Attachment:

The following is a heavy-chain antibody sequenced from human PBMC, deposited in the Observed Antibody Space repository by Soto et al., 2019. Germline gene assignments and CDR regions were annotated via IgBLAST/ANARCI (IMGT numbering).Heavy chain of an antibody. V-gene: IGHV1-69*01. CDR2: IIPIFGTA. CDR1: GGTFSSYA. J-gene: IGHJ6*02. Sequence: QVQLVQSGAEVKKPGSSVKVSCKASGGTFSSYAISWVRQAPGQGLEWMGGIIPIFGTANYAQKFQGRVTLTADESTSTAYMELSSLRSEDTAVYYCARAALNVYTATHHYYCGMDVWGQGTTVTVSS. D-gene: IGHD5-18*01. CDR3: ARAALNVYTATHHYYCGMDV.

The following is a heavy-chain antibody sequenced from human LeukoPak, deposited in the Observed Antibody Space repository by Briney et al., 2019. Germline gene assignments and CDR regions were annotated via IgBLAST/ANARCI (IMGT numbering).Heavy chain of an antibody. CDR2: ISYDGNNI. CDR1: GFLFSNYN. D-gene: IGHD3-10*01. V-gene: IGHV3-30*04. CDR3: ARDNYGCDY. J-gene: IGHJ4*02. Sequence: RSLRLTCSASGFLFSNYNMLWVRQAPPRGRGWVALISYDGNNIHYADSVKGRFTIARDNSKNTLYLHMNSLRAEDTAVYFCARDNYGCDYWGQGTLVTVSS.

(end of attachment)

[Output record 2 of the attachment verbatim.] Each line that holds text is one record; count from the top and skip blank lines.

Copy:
The following is a heavy-chain antibody sequenced from human LeukoPak, deposited in the Observed Antibody Space repository by Briney et al., 2019. Germline gene assignments and CDR regions were annotated via IgBLAST/ANARCI (IMGT numbering).Heavy chain of an antibody. CDR2: ISYDGNNI. CDR1: GFLFSNYN. D-gene: IGHD3-10*01. V-gene: IGHV3-30*04. CDR3: ARDNYGCDY. J-gene: IGHJ4*02. Sequence: RSLRLTCSASGFLFSNYNMLWVRQAPPRGRGWVALISYDGNNIHYADSVKGRFTIARDNSKNTLYLHMNSLRAEDTAVYFCARDNYGCDYWGQGTLVTVSS.